So I’ve not been keeping track of my reviews again, but work was busy and it’s Christmas, so I’m going to put them all in one post. This post may be long, I apologise!
Artemis Fowl by Eoin Colfer
I wanted to read Artemis Fowl due to the film coming out next year. It was good, but the chapters felt like they dragged and Artemis was such an arrogant child that I found myself wanting to roll my eyes at him.
I know I’m not the target audience, but I really enjoyed the parts featuring the magical creatures. They’re brilliant creations and we’re so funny!
Especially the dwarf. His personality was great.
Artemis could have learnt a thing or two from him.
I enjoyed it, but I won’t be rushing to continue the series. I may watch the film though.
Paper Girls by Brian.K.Vaughn
Overall rating: 🎄🎄🎄🎄.5
Volume 1- 🎄🎄🎄🎄
Volume 2- 🎄🎄🎄🎄🎄
Volume 3- 🎄🎄🎄🎄
Volume 4- 🎄🎄🎄🎄🎄
Paper Girls was a great graphic novel series, I know it’s still ongoing but I read the first four volumes in quick succession and they were great!
I had no idea what to expect and I loved the time travel element, the action, and the LGBTQ representation too.
I’m looking forward to reading the next volume as I can’t wait to see what happens to the girls next.
A cast of badass girls is exactly why you need to read this graphic novel series!
Escape from Pompeii by Jim Eldridge
I read this to think about using it for Year 4in the Spring Term but myself and the other teachers decided against it.
For a children’s book there is an awful lot of death.
There is also inconsistent language, for example, the narrator doesn’t know what ash is, but later on calls it ash.
It could have been better!
Queen’s Gambit by Elizabeth Freemantle
I love the Tudors, and it was great to finally getting around to this book after I was gifted it, as it focuses on the sixth wife of Henry VIII- Katherine Parr.
She is one queen that I feel people don’t write about, they usually focus on those who lost their heads.
I know it is fiction, but I was entranced by Katherine’s story- from losing her husband and marrying the King, to her Regency, and then to marrying the man she loved and discovering he is not what she thought.
She loved and lost, but she was strong willed and powerful and probably my favourite of the Queens.
She was also the only Queen who was also an author despite the risk and I love that she was able to write during her reign too.
I’d definitely recommend this book if you like Philippa Gregory or Anne Weir because Freemantle’s storytelling is brilliant.
The only reason I gave it three stars is the treatment of women in the novel, even if it is accurate at the time, it was still uncomfortable to read.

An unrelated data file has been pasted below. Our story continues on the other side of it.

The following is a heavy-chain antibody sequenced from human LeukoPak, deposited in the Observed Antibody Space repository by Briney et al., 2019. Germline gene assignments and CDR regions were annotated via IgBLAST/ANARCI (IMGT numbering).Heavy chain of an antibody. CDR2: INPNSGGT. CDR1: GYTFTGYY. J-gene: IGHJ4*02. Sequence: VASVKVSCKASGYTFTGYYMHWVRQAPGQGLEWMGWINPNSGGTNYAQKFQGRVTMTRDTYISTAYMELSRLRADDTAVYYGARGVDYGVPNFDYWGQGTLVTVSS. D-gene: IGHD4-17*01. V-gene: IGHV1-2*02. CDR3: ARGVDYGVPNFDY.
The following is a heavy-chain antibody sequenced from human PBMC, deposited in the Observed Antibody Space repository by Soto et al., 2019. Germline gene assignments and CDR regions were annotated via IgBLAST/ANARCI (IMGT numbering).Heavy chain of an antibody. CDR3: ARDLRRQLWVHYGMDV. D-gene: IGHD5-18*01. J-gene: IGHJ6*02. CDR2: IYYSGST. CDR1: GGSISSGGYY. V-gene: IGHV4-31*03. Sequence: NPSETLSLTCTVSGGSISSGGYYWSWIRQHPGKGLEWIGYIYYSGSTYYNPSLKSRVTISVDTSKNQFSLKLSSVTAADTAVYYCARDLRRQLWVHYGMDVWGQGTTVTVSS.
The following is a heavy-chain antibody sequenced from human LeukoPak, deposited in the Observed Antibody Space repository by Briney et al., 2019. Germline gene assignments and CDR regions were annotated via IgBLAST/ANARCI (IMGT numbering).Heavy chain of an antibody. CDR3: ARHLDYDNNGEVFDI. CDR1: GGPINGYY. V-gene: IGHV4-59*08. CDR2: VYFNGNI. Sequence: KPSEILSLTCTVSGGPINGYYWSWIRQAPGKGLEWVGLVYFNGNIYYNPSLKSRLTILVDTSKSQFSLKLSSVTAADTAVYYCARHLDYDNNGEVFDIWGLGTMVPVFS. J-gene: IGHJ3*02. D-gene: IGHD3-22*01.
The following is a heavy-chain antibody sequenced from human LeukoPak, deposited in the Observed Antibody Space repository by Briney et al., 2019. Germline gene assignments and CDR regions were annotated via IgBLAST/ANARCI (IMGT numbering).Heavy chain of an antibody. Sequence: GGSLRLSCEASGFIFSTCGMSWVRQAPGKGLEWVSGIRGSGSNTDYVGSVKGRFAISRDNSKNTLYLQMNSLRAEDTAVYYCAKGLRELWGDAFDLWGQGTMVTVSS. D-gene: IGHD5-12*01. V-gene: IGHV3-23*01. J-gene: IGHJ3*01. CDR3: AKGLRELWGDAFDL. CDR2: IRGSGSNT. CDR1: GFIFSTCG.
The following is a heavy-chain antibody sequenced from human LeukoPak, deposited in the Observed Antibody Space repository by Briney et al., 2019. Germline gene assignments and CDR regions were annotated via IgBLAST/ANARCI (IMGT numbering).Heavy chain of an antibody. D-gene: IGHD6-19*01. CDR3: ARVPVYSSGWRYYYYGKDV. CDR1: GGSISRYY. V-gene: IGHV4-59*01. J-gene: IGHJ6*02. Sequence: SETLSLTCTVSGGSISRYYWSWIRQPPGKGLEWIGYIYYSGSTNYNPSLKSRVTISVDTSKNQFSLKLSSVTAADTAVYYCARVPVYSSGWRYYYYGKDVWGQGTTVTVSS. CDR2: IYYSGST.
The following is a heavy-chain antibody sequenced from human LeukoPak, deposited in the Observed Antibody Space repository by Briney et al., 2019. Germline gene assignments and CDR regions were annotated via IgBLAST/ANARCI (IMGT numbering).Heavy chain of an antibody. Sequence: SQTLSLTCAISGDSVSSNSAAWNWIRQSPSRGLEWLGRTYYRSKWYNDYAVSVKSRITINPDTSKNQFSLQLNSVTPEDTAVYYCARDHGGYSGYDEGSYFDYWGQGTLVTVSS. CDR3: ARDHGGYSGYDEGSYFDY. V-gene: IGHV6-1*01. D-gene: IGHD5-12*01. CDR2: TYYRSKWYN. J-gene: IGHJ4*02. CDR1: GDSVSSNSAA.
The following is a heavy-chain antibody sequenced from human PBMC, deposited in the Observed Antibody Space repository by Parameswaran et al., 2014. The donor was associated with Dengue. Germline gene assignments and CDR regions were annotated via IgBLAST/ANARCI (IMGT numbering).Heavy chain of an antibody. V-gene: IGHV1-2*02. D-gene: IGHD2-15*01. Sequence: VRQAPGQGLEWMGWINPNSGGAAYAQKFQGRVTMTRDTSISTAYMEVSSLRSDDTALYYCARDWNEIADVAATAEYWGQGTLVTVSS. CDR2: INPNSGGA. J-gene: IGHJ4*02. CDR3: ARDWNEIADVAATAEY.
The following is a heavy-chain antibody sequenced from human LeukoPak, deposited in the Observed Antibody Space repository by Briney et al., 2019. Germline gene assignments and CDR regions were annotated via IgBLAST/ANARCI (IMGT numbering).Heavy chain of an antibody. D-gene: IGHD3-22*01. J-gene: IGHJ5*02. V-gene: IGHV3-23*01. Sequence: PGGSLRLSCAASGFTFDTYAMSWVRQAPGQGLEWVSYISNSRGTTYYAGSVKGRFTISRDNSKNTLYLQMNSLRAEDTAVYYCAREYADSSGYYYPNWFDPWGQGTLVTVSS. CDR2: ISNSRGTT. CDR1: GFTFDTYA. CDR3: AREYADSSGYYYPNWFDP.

The Girls by Emma Cline
Moving between the modern day and 1969, we follow Evie Boyd as she looks back on her time as a young teenage girl, as part of a group that could be considered a cult.
Evie’s naivety as part of the group made me feel both sorry for her, and want to get her out of there.
However, during reading it is clear how much being with The Girls made Evie mature, not just sexually (the scene with the musician was hard to read knowing how young she was) but also as a person. So much that she starts stealing from her mother to get attention.
Even though she’s matured, she’s still a child desperate to be liked.
However, this book is inspired by a murder, but that didn’t mean that when that scene came it came as any less of a shock.
It took an extremely dark turn.
A Phone Conversation by Emily Martha Sorensen
This is a short story, of an alien boy who tries to ring McDonalds. Instead, he gets the White House.
The president is rightly confused, but has no idea that the boy is extra terrestrial until the end.
It’s really funny. I liked it!
I wish it was longer.
Paulette: French by birth, English by chance by Martin Sorrell
Thank you to Netgalley for letting me read and review this book.
This memoir demonstrates the life of the author’s mother, from her childhood, to her passing, and it’s written in a way that is extremely easy to follow. One thing I took from this book is that despite living in England for a lot of her adult life, Paulette remained true to her French heritage which was lovely to see.
She definitely loved her family, and the added pictures in the book made it feel extremely personal. I never knew Paulette Sorrell, but now I do.
It was very surprising near the end of the book to see places in Somerset that I know well, especially my home town, as I considered whether or not I may have seen Paulette and her family in passing, it made me think about how many places she had seen.
She was lucky to have had such a view of life.
It was nice to hear her words amongst her sons.
Thanks for reading.